The Herald of Everett, Washington
Customer service  |  Subscribe   |   Log in or sign up   |   Advertising information   |   Contact us
HeraldNet on Facebook HeraldNet on Twitter HeraldNet RSS feeds HeraldNet Pinterest HeraldNet Google Plus The Daily Herald on Linked In HeraldNet Youtube
HeraldNet Newsletters  Newsletters: Sign up  Green editions icon Green editions
GUEST COMMENTARY


Anti-initiative bill ignores the real problem

SHARE: facebook Twitter icon Linkedin icon Google+ icon Email icon |  PRINTER-FRIENDLY
By Erin Shannon
Published:
State Rep. Sam Hunt's justification for his bill targeting paid signature-gatherers in initiative campaigns is flimsy. He claims his bill (HB 2601) is for the "safety and security" and "peace of mind" for unsuspecting initiative signers.
But requiring initiative campaign signature-gatherers to register with the state, sign an oath on each petition that they witnessed the signatures, sign an oath asserting they are not convicted of sex offenses, fraud or forgery and submit a photo to the Public Disclosure Commission is a solution to a problem that does not exist.
Hunt claims HB 2601 will "counter concerns that people are signing false names on petitions," as well as protect the public from convicted sex offenders "out there at a supermarket or a mall … gathering names and addresses of families as they sign the petition." Yet Secretary of State Sam Reed says no cases of forgery or fraud by initiative signature gatherers have been verified in the past 12 years. Nor has there been any case of sex offenders using the information gleaned from signature gathering to victimize a signer.
What has been a very real problem has been paid voter registration gatherers. The ACORN workers prosecuted this past fall for forging voter registration cards, in what Reed calls the "worst case of voter registration fraud ever in Washington state history," were not required to register with the state, sign an oath on each petition that they witnessed the signatures, sign an oath asserting they were not convicted of sex offenses, fraud or forgery, nor submit a photo to the Public Disclosure Commission.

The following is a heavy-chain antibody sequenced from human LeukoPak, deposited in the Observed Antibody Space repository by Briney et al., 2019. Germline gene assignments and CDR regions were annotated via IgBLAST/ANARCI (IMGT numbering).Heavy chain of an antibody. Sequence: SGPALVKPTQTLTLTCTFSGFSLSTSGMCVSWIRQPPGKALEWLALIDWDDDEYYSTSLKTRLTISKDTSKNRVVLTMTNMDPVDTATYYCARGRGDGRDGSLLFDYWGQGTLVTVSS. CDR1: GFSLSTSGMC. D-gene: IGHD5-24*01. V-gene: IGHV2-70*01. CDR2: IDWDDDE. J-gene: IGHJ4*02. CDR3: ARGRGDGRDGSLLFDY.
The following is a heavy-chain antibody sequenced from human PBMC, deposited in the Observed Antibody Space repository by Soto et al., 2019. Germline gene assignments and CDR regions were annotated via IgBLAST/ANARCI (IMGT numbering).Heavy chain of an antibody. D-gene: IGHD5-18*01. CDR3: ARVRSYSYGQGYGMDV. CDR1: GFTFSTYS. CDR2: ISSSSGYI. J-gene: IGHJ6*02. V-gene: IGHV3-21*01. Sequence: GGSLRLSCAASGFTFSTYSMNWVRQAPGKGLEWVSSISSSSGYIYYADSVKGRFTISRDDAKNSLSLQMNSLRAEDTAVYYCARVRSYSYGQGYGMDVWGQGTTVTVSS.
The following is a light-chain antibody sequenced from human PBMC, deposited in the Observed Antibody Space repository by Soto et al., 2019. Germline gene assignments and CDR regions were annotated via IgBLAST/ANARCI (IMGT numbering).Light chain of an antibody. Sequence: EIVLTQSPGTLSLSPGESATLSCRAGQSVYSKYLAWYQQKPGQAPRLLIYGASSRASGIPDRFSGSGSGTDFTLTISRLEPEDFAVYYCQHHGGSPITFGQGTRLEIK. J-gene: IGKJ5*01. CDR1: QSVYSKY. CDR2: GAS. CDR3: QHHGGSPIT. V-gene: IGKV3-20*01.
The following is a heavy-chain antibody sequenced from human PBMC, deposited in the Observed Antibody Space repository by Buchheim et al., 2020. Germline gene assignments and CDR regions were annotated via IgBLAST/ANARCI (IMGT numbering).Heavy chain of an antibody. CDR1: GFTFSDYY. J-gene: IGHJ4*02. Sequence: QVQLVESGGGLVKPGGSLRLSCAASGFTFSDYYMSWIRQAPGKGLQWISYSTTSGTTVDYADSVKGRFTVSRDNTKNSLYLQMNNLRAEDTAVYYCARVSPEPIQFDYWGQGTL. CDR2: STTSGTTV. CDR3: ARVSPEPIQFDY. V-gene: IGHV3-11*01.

The ACORN workers convicted of perpetrating the "worst case of voter registration fraud ever in Washington state history" were also convicted of some of the worst crimes prior to being turned loose on the public.
Five of the seven ACORN workers prosecuted for vote fraud were convicted of serious felony crimes prior to being hired by ACORN. Crimes ranging from child molestation, bomb threats, burglary, drug dealing and stalking pepper the resumes of these five ACORN workers.
As paid voter registration gatherers, all five ACORN workers did more than frequent supermarkets and malls while gathering signatures -- these convicted felons, child molesters and drug addicts were knocking on doors in residential neighborhoods in King and Pierce counties. And all five ACORN workers signed false names on voter registration cards.
So why hasn't Hunt zeroed in on regulating those who register people to vote? Why are initiative campaigns using paid signature gatherers the sole focus of Hunt's efforts when a real problem with paid voter registration gatherers has been identified? One would think Hunt would, at the very least, include voter registration collectors in his bill were his crusade truly about "citizen safety" and "system integrity." His refusal to do so is a red flag.
It is hard to believe Hunt's intention is not to knee cap the initiative process when he ignores voter registration gatherers in his crusade to protect citizens and the system. If Rep. Hunt and the Legislature are really serious about protecting the public from felons and counter fraud, they would pass legislation targeting paid voter registration gatherers.

Erin Shannon is the public relations director of the Building Industry Association of Washington.

More Commentary Headlines

NEWSLETTER

HeraldNet Headlines

Top stories and breaking news updates

Calendar